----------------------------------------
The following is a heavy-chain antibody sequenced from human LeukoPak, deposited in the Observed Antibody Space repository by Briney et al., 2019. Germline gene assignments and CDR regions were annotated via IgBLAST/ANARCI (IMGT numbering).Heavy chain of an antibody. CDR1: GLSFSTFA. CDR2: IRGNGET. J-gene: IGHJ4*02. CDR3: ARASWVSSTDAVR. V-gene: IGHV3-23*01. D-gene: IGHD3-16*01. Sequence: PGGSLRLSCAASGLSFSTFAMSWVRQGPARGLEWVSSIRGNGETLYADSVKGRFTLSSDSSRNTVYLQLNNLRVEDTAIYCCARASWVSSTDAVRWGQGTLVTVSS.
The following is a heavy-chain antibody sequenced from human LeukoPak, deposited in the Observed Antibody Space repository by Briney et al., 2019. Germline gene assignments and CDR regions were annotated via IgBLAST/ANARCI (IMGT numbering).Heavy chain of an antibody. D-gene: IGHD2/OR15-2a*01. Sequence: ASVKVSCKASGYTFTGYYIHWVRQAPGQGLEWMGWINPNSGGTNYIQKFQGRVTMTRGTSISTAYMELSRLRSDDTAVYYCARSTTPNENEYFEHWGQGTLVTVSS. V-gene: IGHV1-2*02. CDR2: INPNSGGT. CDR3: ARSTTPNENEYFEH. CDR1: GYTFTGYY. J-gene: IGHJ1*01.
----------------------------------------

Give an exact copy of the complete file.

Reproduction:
The following is a heavy-chain antibody sequenced from human LeukoPak, deposited in the Observed Antibody Space repository by Briney et al., 2019. Germline gene assignments and CDR regions were annotated via IgBLAST/ANARCI (IMGT numbering).Heavy chain of an antibody. CDR1: GLSFSTFA. CDR2: IRGNGET. J-gene: IGHJ4*02. CDR3: ARASWVSSTDAVR. V-gene: IGHV3-23*01. D-gene: IGHD3-16*01. Sequence: PGGSLRLSCAASGLSFSTFAMSWVRQGPARGLEWVSSIRGNGETLYADSVKGRFTLSSDSSRNTVYLQLNNLRVEDTAIYCCARASWVSSTDAVRWGQGTLVTVSS.
The following is a heavy-chain antibody sequenced from human LeukoPak, deposited in the Observed Antibody Space repository by Briney et al., 2019. Germline gene assignments and CDR regions were annotated via IgBLAST/ANARCI (IMGT numbering).Heavy chain of an antibody. D-gene: IGHD2/OR15-2a*01. Sequence: ASVKVSCKASGYTFTGYYIHWVRQAPGQGLEWMGWINPNSGGTNYIQKFQGRVTMTRGTSISTAYMELSRLRSDDTAVYYCARSTTPNENEYFEHWGQGTLVTVSS. V-gene: IGHV1-2*02. CDR2: INPNSGGT. CDR3: ARSTTPNENEYFEH. CDR1: GYTFTGYY. J-gene: IGHJ1*01.